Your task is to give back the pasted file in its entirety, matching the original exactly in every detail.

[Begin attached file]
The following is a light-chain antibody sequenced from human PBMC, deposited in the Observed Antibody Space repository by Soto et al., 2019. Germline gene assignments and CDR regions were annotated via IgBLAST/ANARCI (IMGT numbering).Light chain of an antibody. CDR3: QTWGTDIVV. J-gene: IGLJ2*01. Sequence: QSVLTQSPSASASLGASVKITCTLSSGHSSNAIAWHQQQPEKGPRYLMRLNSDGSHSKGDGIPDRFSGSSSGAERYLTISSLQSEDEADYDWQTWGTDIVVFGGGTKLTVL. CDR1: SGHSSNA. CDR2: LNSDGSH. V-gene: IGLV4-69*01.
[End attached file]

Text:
The following is a light-chain antibody sequenced from human PBMC, deposited in the Observed Antibody Space repository by Soto et al., 2019. Germline gene assignments and CDR regions were annotated via IgBLAST/ANARCI (IMGT numbering).Light chain of an antibody. CDR3: QTWGTDIVV. J-gene: IGLJ2*01. Sequence: QSVLTQSPSASASLGASVKITCTLSSGHSSNAIAWHQQQPEKGPRYLMRLNSDGSHSKGDGIPDRFSGSSSGAERYLTISSLQSEDEADYDWQTWGTDIVVFGGGTKLTVL. CDR1: SGHSSNA. CDR2: LNSDGSH. V-gene: IGLV4-69*01.